HL Deb 19 October 1961 vol 234 cc549-52

2.50 p.m.


My Lords, with your Lordships' permission I should like to repeat to you a statement which is being made in another place by my right honourable friend, the Minister of Transport. This is the statement:

"With your permission, Mr. Speaker, and that of the House, I should like to make a statement about the replacement of the 'Queen Mary'.

"The Government have considered the statement which the Cunard Company have made public to-day of the reasons why the company do not feel able to place an order at the present time for a ship to replace the 'Queen Mary'.

"The company have expressed to the Government their hope that until they have completed the reappraisal referred to in their statement, and have been able to advise the Government as to the action which in their opinion should then be taken as regards the replacement of the 'Queen Mary', the question of financial assistance from Her Majesty's Government should be held open pending a final decision.

"The Government's agreement to assist the building of a ship to replace the 'Queen Mary' was based on the understanding that an order for the new ship would be placed this autumn, and that the ship would be in operation at the earliest possible date thereafter. The decision which the company have now reached creates a new situation and the Government must reserve their right to consider, without prior commitment, any proposals which the company may put forward at a later date."


My Lords, we are much obliged to the noble Lord for giving us the statement which is being made by the Minister in the other place. May I say, first of all, that it is absolutely right for the Government, in view of the circumstances, not to be committed in advance of any new proposal. As regards the reappraisal, the noble Lord, Lord Mills, knows quite well that we have had a certain amount of criticism to offer with regard to the original subsidy proposed. Nevertheless, we are not unmindful of the rather threatening conditions in some parts of the shipbuilding industry, and I take it that we should all withhold our judgments until the reappraisal has been made. If any proposal then is submitted we can consider the matter perhaps in advance of a decision by the Government, and not have the kind of acceptance, apparently, by the Government in policy, which came after the committee had sat and reported, but which report I believe we never saw. I think that if the Government will take into account some of the things said then, it will be helpful all round.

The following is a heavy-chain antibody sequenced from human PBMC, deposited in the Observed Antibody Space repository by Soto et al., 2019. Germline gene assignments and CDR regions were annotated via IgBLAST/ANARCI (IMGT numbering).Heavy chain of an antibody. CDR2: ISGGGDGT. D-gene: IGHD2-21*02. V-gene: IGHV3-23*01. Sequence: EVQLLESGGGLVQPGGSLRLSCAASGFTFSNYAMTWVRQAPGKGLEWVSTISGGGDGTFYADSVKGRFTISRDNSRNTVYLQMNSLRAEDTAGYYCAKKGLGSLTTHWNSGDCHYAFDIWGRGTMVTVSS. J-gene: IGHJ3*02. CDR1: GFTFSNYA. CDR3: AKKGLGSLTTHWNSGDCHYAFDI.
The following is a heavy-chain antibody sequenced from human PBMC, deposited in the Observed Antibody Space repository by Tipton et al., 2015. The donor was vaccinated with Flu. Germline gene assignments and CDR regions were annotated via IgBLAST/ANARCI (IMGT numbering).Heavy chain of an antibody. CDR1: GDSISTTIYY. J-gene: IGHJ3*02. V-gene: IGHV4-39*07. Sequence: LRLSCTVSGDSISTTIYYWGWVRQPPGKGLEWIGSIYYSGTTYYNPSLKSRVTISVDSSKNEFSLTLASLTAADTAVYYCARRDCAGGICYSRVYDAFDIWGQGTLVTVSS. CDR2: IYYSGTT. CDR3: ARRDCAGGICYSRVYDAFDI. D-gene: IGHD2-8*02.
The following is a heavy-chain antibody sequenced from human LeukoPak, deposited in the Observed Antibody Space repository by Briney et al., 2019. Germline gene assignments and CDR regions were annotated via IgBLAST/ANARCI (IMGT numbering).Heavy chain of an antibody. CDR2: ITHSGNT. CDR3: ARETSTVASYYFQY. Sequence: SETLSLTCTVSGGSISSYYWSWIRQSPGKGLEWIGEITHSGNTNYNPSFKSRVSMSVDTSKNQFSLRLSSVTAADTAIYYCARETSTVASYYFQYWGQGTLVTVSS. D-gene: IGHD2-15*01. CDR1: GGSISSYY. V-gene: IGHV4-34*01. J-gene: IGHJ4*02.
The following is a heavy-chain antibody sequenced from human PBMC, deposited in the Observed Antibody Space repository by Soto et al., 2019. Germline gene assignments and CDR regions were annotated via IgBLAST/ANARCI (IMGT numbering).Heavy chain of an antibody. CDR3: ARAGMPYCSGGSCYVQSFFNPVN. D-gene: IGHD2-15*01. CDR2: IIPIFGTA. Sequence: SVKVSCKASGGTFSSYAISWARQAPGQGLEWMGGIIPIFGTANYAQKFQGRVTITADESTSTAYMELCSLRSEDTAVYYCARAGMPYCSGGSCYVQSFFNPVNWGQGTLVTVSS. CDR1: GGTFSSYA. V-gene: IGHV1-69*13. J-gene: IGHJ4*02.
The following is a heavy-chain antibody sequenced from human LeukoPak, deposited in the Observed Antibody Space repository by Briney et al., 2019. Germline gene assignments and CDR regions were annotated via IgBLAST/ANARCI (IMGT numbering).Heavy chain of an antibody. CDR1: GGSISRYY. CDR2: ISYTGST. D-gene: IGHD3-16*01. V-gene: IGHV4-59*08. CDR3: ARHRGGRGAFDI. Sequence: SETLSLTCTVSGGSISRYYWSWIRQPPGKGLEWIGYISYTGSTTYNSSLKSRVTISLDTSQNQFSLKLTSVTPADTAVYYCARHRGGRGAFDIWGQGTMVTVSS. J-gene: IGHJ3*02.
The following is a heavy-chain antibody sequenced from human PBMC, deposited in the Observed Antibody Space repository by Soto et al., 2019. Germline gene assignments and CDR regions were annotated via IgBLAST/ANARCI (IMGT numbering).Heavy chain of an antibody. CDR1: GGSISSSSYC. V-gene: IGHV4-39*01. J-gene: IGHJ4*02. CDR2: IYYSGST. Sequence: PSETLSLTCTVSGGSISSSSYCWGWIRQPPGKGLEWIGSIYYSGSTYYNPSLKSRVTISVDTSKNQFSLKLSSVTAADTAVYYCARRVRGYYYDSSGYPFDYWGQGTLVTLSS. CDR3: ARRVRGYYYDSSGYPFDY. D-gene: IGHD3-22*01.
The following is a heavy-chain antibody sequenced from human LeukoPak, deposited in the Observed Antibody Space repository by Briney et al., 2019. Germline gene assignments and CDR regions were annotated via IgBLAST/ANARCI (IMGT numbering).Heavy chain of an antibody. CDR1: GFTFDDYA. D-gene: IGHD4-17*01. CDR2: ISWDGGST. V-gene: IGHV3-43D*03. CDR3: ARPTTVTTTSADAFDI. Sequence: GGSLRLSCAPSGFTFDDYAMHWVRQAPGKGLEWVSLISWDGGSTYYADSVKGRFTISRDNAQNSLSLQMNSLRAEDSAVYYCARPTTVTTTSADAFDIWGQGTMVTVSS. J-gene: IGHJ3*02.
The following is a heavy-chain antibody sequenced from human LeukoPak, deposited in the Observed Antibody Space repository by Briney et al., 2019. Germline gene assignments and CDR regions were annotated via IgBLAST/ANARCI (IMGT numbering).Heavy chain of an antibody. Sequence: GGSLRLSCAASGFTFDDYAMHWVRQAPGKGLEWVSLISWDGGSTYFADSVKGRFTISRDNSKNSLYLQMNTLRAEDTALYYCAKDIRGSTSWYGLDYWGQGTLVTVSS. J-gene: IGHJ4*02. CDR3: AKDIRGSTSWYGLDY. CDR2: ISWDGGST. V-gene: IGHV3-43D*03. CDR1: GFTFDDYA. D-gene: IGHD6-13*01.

My Lords, I thank the noble Viscount for his helpful reply. I am sure the Government will take into account all the debates there have been in your Lordships' House and in another place before arriving at a decision, and, so far as I am able, I will do my best to keep your Lordships acquainted with any moves there may be; but I cannot, of course, pledge the Government not to make up their minds before the matter is discussed in your Lordships' House.


May I take it, with regard to the element in the grant which might have been used—I know this is disputed—to assist financially the Cunard Eagle Air Line, which unhappily has been in some misfortune during recent months, that the Government do not intend to make a grant in such a way as will act as a subsidy to the Cunard Eagle Airline in its Transatlantic flights in competition with the British Overseas Airways Corporation?


There was never any intention in the original consideration to make a grant or to assist a grant to Cunard Eagle Airways, and there certainly would not be in the future.


May we take it from the noble Lord that that means no assistance, either directly or indirectly, in view of the close association of Cunard Airlines with the Cunard Shipping Company?


My Lords, it is of course easy to construe the word "indirectly" in any way you wish, but I repeat that in considering this matter of assistance to the Cunard Company to build a replacement of the "Queen Mary" there was no other consideration and no other intention in the Government's mind; and there would not be in the future.


My Lords, may we take it that the noble Lord's answer means that, although the Government may make up their mind on the reappraisal and the new facts, they will not make a final decision until this House and another place have had the opportunity of considering it? Otherwise we should be merely faced with a fait accompli.


I cannot give an assurance. It depends whether the proposal then comes within the Act which has been passed this year. If the proposal comes within that Act, then the Government are at liberty to proceed. If it does not come within that Act then Parliament will be fully consulted.